Posted 03.13.2024 by Josh Krakauer

Measuring Unaided Recall: Why You Should (and How)

Ever found yourself humming a jingle seemingly out of nowhere? Recommending a specific company again and again when someone asks for suggestions? That's unaided recall right there, and here you'll find all there is to know about it.

Ever found yourself humming a jingle seemingly out of nowhere? Recommending a specific company again and again when someone asks for suggestions?

There’s a reason why certain brands stick in your mind, and it goes beyond mere recognition. The ability to remember a specific brand or ad without prompting is called “unaided recall”, and it explains why some brands become unforgettable.

In this article, we’ll analyze the elements that transform brands from passing memories into market gold, and provide you with:

  • A definition of unaided recall.
  • The difference between unaided recall and top-of-mind awareness.
  • The difference between aided and unaided recall.
  • Unaided recall examples.
  • A method to test unaided recall.

In addition, we’ll discuss how to prevent a decline in unaided recall rates and share best practices to solve this situation as soon as possible.

What is unaided recall?

In the context of marketing, unaided recall refers to a metric that quantifies the rate and/or number of individuals who can recall a brand or product without being provided with any hints or suggestions.

This metric gauges the strength of a brand’s presence and advertising effectiveness, showcasing its ability to linger in the consciousness of the audience.

What is the difference between unaided recall and top-of-mind awareness?

Unaided recall and top-of-mind awareness are related concepts in marketing, but they differ in scope and focus.

While unaided recall measures the successful retrieval of brands and products without prompts or cues, top-of-mind awareness marks which brand is the first to come to mind when a person is asked about a particular category or industry.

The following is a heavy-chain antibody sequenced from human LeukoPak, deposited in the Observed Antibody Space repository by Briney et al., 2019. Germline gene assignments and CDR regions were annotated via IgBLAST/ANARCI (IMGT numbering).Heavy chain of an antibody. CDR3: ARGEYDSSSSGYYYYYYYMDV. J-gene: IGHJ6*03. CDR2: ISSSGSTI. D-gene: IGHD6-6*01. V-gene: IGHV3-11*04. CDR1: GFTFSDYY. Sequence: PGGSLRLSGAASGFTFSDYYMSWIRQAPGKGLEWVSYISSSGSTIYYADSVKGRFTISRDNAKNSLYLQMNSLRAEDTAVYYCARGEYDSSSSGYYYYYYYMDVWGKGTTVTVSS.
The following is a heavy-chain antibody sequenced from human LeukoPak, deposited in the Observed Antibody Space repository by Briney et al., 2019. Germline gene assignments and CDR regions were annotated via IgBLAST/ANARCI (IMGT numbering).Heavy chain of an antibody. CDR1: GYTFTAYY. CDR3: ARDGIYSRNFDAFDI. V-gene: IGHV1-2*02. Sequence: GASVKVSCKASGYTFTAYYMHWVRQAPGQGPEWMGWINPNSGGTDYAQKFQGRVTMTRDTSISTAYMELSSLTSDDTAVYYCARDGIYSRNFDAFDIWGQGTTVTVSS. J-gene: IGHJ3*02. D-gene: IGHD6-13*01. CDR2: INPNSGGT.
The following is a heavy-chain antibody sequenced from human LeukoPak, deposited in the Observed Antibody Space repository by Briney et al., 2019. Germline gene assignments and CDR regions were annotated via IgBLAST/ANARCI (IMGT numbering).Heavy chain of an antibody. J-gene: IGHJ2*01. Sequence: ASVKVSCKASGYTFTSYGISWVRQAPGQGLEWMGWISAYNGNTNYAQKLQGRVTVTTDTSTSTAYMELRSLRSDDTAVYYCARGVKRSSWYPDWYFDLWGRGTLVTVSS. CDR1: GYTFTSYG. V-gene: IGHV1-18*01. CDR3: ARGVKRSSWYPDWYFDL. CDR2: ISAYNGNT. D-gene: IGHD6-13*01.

By definition, only one brand within any given industry can achieve top-of-mind awareness in a consumer’s mind, while multiple brands can be recalled without aid. Of course, opinions differ on this concept.

What is the difference between unaided recall and aided recall?

The main difference between unaided and aided recall is that the latter relies on prompts or cues to assist individuals in remembering the brand or product.

In a way, you could say that unaided recall is organic or natural, while aided recall is assisted.

While unaided recall measures the consumer’s “memory depth”, aided recall is more often used to measure aspects related to branding, company values, and recent campaigns.

Both unaided and aided recall are valuable metrics in understanding brand awareness but offer insights into different aspects of consumer recognition.

3 examples of unaided recall

Unaided recall is context-dependent and often tied to specific questions or prompts.

As such, every example of unaided recall can be based on common questions that might trigger spontaneous brand recall. For instance:

  • Smartphones: Imagine asking individuals to name a smartphone brand without providing any specific options. This context allows for a natural and unaided recall response.
  • Soft drinks: In a scenario where people are prompted to think about soft drink brands without any specific cues, their responses reflect unaided recall, showcasing which brands naturally come to mind.
  • Fast food chains: Without guiding or suggesting options, individuals might be asked to recall fast-food chains. Their immediate responses indicate unaided recall, highlighting the brands ingrained in their memory.

In essence, unaided recall examples are influenced by the framing of questions or prompts.

These reflect the spontaneous brand awareness that individuals possess, showcasing the brands that naturally stand out in their memory without external assistance.

How to test unaided recall

While the key to testing unaided recall lies within the questions, having an established process to measure recall over time using the same methodology is useful too.

Here’s one you can use right away:

  • 1. Select the category: Choose a product or service category relevant to your brand or research. For example, if you’re testing a smartphone brand, focus on that category. You can go niche as well (i.e. best value smartphone brand), and test accordingly.